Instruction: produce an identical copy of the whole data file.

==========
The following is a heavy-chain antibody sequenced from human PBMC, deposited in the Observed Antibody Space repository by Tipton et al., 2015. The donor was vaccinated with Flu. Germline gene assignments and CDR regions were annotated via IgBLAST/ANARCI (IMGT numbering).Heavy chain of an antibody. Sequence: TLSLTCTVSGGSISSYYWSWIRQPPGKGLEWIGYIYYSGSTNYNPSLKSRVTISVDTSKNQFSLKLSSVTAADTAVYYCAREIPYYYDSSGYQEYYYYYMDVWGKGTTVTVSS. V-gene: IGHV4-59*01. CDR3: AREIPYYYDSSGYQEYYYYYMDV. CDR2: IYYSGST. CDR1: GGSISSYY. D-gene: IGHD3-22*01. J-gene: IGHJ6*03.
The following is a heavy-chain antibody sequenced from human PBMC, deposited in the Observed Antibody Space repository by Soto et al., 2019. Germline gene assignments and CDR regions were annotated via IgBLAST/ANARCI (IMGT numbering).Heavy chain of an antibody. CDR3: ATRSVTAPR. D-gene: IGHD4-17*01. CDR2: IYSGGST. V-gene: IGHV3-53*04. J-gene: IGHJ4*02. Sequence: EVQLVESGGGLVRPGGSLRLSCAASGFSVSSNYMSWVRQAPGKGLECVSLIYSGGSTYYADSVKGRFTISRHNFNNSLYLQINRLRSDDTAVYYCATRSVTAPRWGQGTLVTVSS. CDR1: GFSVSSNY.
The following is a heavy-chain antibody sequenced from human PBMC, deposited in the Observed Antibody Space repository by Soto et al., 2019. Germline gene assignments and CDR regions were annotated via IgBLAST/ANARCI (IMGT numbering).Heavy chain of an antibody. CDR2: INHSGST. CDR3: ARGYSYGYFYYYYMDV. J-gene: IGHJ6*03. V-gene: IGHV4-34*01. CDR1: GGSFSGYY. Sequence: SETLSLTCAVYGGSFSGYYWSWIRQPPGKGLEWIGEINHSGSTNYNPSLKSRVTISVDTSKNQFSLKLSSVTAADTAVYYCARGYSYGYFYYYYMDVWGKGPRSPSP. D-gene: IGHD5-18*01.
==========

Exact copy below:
The following is a heavy-chain antibody sequenced from human PBMC, deposited in the Observed Antibody Space repository by Tipton et al., 2015. The donor was vaccinated with Flu. Germline gene assignments and CDR regions were annotated via IgBLAST/ANARCI (IMGT numbering).Heavy chain of an antibody. Sequence: TLSLTCTVSGGSISSYYWSWIRQPPGKGLEWIGYIYYSGSTNYNPSLKSRVTISVDTSKNQFSLKLSSVTAADTAVYYCAREIPYYYDSSGYQEYYYYYMDVWGKGTTVTVSS. V-gene: IGHV4-59*01. CDR3: AREIPYYYDSSGYQEYYYYYMDV. CDR2: IYYSGST. CDR1: GGSISSYY. D-gene: IGHD3-22*01. J-gene: IGHJ6*03.
The following is a heavy-chain antibody sequenced from human PBMC, deposited in the Observed Antibody Space repository by Soto et al., 2019. Germline gene assignments and CDR regions were annotated via IgBLAST/ANARCI (IMGT numbering).Heavy chain of an antibody. CDR3: ATRSVTAPR. D-gene: IGHD4-17*01. CDR2: IYSGGST. V-gene: IGHV3-53*04. J-gene: IGHJ4*02. Sequence: EVQLVESGGGLVRPGGSLRLSCAASGFSVSSNYMSWVRQAPGKGLECVSLIYSGGSTYYADSVKGRFTISRHNFNNSLYLQINRLRSDDTAVYYCATRSVTAPRWGQGTLVTVSS. CDR1: GFSVSSNY.
The following is a heavy-chain antibody sequenced from human PBMC, deposited in the Observed Antibody Space repository by Soto et al., 2019. Germline gene assignments and CDR regions were annotated via IgBLAST/ANARCI (IMGT numbering).Heavy chain of an antibody. CDR2: INHSGST. CDR3: ARGYSYGYFYYYYMDV. J-gene: IGHJ6*03. V-gene: IGHV4-34*01. CDR1: GGSFSGYY. Sequence: SETLSLTCAVYGGSFSGYYWSWIRQPPGKGLEWIGEINHSGSTNYNPSLKSRVTISVDTSKNQFSLKLSSVTAADTAVYYCARGYSYGYFYYYYMDVWGKGPRSPSP. D-gene: IGHD5-18*01.